Jackson says the advantage of the new technology is "more detailed details." He says there is an extreme sharpness to the picture that immerses the viewer in the experience of watching the movie. Proponents say that seeing more images per second is more natural and is closer to what the human eye actually sees. They also say the more lifelike picture reduces eyestrain when watching 3-D films.

This "you are there" feeling sounds great, but it's another question whether you really want to be around when Smaug, the great dragon of "The Hobbit," starts breathing a fire that can fatally roast humans and dwarves alike. Such realism may be too intense for children, or even some teens and adults. There have also been complaints that when the film looks too real, it becomes jarring and a bit unbelievable.

"The Hobbit" will be a trilogy of films and there's no doubt that the second installment, which is set for 2014, will see a higher proportion of releases at the higher-frame rate — particularly if the coveted under-20 demographic flocks to see it in the same (or greater) numbers as it did with Warner's now-concluded "Harry Potter" franchise. Of course, attracting that audience will mostly rely on the film's story.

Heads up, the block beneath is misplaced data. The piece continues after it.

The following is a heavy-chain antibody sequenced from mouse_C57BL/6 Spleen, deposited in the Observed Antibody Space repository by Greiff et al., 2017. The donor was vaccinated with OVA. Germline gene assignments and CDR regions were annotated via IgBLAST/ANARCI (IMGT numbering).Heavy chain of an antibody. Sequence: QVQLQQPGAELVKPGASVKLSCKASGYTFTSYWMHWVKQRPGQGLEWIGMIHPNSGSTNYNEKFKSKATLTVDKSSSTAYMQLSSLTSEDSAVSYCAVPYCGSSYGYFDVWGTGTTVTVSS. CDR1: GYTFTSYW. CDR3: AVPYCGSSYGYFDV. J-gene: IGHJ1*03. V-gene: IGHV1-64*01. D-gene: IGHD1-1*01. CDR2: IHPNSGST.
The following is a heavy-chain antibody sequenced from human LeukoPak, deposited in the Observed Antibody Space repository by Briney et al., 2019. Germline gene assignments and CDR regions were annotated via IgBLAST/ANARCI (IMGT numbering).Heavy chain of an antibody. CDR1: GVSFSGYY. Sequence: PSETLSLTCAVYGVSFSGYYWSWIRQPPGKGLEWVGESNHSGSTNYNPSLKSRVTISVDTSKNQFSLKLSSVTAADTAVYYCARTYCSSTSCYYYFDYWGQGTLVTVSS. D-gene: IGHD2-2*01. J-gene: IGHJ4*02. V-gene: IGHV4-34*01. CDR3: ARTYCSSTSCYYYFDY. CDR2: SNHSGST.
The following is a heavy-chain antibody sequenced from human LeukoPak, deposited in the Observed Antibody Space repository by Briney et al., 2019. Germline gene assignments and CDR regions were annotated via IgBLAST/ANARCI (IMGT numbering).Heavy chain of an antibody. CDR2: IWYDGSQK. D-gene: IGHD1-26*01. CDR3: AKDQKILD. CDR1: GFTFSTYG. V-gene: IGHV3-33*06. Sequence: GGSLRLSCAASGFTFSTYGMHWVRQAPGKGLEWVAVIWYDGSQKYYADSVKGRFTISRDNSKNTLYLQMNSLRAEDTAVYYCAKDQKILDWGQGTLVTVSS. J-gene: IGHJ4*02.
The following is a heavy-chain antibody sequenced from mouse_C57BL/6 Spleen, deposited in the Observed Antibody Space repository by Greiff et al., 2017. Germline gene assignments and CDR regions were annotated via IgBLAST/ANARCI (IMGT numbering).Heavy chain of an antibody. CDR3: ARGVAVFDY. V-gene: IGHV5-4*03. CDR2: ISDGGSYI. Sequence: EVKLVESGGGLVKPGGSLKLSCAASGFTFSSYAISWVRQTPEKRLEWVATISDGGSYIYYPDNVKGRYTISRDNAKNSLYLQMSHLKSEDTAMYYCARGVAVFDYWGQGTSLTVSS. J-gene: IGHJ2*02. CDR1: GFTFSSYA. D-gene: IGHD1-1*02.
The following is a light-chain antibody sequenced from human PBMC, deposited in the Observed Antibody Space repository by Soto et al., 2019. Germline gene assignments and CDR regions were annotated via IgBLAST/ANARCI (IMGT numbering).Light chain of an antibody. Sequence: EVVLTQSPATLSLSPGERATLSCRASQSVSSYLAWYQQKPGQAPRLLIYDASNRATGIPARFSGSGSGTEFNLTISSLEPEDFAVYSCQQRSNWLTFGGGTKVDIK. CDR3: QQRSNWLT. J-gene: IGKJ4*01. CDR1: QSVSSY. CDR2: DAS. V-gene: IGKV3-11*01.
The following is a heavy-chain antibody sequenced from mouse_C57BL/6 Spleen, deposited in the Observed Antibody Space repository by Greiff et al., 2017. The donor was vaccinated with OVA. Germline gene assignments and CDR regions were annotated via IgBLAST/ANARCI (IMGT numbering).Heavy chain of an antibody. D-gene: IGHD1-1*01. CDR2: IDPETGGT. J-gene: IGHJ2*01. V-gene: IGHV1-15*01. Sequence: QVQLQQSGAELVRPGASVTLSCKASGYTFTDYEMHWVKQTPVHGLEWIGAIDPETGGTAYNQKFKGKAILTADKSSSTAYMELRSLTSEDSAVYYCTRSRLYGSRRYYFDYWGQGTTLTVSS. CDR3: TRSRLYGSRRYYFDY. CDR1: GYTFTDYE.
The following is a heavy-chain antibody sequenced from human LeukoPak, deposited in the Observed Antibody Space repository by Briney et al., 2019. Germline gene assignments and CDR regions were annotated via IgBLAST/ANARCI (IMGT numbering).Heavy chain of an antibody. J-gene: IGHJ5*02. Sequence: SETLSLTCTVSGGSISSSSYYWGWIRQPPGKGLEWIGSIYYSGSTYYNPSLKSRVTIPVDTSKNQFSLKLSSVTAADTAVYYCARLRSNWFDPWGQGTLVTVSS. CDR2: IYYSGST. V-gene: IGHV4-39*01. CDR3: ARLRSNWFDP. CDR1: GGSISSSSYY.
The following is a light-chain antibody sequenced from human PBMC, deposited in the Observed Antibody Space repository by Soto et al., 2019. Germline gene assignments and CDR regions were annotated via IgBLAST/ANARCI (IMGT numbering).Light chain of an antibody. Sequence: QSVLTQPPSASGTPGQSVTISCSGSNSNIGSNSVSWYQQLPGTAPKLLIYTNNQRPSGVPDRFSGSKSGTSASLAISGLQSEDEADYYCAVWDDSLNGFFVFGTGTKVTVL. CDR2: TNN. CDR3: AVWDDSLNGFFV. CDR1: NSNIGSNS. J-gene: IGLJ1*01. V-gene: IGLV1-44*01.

The novel "The Hobbit," written by J.R.R. Tolkien (1892-1973) and published in 1937, was not originally a trilogy like "The Lord of the Rings" (1954-55) was, and thus is about one-fifth its length. However, the new film's story will still be told over three motion pictures.

"These popular novels have cult followings," Jackson says. "Lengthy as they are, many readers have read them each more than once. When we filmed 'The Lord of the Rings,' amid the showers of praise were grumbles and even outraged complaints about, 'You left out that' and 'You didn't give enough time to this' and so on. But no film can compete with the detailed density and richness of a long novel. Film must condense things.

Jackson says that by filming "The Hobbit" as a trilogy, he can do more justice to the original story.

"We can delve further into Middle-earth and Tolkien's wonderful characters and their grand adventure," he says. "Tell the story more fully, satisfy more devoted readers."

He can also earn three times the profits via the sure-to-be-a-smash franchise (even without the huge amount of merchandising opportunities).

McKellen, who plays the majestic wizard Gandalf — featured in all four books — observes that, "As a trilogy, 'The Lord of the Rings' is more sweeping. It offered an epic scope for three separate films. Even so, it was a considerable gamble. Remember that bestsellers don't automatically make popular movies," something Jackson may have discovered with his 2009 screen adaptation of Alice Sebold's "The Lovely Bones."

Many people who have never read "The Hobbit" still know that it was created to entertain Tolkien's children. It came about while the author was grading exam papers and took a brief break, writing on a blank space, "In a hole in the ground lived a hobbit." He later explained that he then had to find out what a hobbit was.